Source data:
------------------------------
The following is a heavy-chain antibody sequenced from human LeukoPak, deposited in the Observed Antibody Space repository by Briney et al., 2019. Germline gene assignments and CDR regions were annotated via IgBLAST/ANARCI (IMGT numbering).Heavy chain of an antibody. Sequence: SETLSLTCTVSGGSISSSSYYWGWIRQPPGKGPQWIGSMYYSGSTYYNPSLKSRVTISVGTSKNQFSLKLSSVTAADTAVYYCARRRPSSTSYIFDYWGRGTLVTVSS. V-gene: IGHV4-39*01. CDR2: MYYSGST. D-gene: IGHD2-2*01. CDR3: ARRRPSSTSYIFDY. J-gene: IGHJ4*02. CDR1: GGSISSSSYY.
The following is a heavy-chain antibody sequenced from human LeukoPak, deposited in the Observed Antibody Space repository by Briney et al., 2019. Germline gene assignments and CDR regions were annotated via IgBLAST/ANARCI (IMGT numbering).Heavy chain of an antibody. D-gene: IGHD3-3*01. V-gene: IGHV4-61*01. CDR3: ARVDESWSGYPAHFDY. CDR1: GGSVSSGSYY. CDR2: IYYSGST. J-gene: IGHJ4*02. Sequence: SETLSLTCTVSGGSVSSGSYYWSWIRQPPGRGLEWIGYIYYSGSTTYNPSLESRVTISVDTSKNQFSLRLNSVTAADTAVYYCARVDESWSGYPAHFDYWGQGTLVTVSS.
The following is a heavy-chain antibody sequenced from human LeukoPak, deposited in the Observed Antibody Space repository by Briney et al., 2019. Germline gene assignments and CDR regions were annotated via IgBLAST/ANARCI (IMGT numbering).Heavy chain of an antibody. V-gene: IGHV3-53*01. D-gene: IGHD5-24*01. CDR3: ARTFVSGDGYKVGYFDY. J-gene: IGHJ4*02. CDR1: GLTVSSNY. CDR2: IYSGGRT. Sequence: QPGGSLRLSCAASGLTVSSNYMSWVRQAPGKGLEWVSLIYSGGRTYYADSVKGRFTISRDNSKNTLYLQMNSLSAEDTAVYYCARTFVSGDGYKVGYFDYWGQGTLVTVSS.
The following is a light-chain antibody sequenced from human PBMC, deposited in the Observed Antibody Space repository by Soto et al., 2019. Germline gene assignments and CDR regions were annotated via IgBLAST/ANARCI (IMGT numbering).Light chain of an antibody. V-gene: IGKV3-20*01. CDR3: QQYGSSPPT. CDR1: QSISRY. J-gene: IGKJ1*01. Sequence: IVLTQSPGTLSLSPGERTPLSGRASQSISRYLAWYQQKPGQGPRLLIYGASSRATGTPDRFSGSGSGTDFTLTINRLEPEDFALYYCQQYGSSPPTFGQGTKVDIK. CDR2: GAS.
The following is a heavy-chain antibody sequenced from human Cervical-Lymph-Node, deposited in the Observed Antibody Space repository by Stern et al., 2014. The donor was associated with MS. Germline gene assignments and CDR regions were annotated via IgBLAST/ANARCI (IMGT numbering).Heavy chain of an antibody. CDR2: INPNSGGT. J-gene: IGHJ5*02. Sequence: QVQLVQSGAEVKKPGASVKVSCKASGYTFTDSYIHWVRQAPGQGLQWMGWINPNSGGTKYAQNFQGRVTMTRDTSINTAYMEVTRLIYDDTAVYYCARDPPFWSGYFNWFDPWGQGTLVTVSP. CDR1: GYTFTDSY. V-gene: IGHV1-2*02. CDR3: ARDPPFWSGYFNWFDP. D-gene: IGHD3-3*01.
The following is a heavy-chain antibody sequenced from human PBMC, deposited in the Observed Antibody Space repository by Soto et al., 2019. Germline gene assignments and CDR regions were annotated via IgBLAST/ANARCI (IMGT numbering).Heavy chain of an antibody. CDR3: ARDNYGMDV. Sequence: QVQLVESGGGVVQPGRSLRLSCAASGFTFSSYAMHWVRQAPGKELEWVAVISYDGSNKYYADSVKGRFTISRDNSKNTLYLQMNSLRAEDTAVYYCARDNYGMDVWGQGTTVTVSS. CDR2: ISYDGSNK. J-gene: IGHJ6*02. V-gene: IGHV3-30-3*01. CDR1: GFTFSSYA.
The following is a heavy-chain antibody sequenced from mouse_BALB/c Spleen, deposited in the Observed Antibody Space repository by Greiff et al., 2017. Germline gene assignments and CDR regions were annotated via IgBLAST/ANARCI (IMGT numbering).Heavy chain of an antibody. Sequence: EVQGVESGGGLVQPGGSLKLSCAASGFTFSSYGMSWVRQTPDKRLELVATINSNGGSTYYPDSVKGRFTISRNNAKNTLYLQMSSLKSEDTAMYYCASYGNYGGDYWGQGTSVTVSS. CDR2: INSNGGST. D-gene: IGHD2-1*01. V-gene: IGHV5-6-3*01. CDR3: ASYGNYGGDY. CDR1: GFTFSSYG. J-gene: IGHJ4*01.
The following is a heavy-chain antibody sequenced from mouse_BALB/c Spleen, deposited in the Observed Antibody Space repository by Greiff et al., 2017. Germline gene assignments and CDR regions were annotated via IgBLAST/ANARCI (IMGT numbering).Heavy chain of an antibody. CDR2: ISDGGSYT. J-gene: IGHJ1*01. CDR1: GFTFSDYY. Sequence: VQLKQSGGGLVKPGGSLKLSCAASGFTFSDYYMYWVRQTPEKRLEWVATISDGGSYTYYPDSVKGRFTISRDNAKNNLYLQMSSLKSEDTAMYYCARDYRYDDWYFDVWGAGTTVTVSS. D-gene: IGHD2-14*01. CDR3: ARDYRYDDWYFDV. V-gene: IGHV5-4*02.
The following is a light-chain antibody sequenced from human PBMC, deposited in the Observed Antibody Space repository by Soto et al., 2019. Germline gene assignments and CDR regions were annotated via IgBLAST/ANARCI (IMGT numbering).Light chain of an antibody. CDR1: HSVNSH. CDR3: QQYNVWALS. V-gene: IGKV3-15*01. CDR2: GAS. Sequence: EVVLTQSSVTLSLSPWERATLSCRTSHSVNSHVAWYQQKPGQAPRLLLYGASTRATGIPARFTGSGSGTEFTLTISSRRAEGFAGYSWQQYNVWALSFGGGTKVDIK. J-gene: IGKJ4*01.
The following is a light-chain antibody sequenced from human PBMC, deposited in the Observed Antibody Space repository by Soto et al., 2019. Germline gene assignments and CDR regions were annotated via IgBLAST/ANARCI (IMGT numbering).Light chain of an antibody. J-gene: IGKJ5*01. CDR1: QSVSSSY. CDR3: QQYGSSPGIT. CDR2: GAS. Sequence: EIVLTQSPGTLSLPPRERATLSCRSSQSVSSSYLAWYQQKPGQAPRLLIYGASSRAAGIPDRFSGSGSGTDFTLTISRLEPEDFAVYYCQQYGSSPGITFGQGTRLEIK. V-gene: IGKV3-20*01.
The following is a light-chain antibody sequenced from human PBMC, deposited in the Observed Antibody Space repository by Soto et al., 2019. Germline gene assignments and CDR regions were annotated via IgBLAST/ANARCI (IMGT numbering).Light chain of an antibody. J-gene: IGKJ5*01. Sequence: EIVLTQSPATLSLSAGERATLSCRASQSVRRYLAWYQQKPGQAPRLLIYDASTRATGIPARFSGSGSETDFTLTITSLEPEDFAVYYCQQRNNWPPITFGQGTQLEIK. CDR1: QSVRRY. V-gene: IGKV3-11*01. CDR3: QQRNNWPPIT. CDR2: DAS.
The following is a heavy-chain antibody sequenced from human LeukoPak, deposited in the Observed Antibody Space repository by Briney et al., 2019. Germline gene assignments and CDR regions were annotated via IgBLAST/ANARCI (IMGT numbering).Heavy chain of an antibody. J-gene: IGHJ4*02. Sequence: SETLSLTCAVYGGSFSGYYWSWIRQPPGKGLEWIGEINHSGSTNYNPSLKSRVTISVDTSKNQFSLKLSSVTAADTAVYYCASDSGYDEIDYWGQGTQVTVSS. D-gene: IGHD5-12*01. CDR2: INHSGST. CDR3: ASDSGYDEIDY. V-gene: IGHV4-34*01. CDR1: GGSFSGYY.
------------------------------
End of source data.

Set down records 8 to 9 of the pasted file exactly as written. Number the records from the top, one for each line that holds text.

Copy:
The following is a heavy-chain antibody sequenced from mouse_BALB/c Spleen, deposited in the Observed Antibody Space repository by Greiff et al., 2017. Germline gene assignments and CDR regions were annotated via IgBLAST/ANARCI (IMGT numbering).Heavy chain of an antibody. CDR2: ISDGGSYT. J-gene: IGHJ1*01. CDR1: GFTFSDYY. Sequence: VQLKQSGGGLVKPGGSLKLSCAASGFTFSDYYMYWVRQTPEKRLEWVATISDGGSYTYYPDSVKGRFTISRDNAKNNLYLQMSSLKSEDTAMYYCARDYRYDDWYFDVWGAGTTVTVSS. D-gene: IGHD2-14*01. CDR3: ARDYRYDDWYFDV. V-gene: IGHV5-4*02.
The following is a light-chain antibody sequenced from human PBMC, deposited in the Observed Antibody Space repository by Soto et al., 2019. Germline gene assignments and CDR regions were annotated via IgBLAST/ANARCI (IMGT numbering).Light chain of an antibody. CDR1: HSVNSH. CDR3: QQYNVWALS. V-gene: IGKV3-15*01. CDR2: GAS. Sequence: EVVLTQSSVTLSLSPWERATLSCRTSHSVNSHVAWYQQKPGQAPRLLLYGASTRATGIPARFTGSGSGTEFTLTISSRRAEGFAGYSWQQYNVWALSFGGGTKVDIK. J-gene: IGKJ4*01.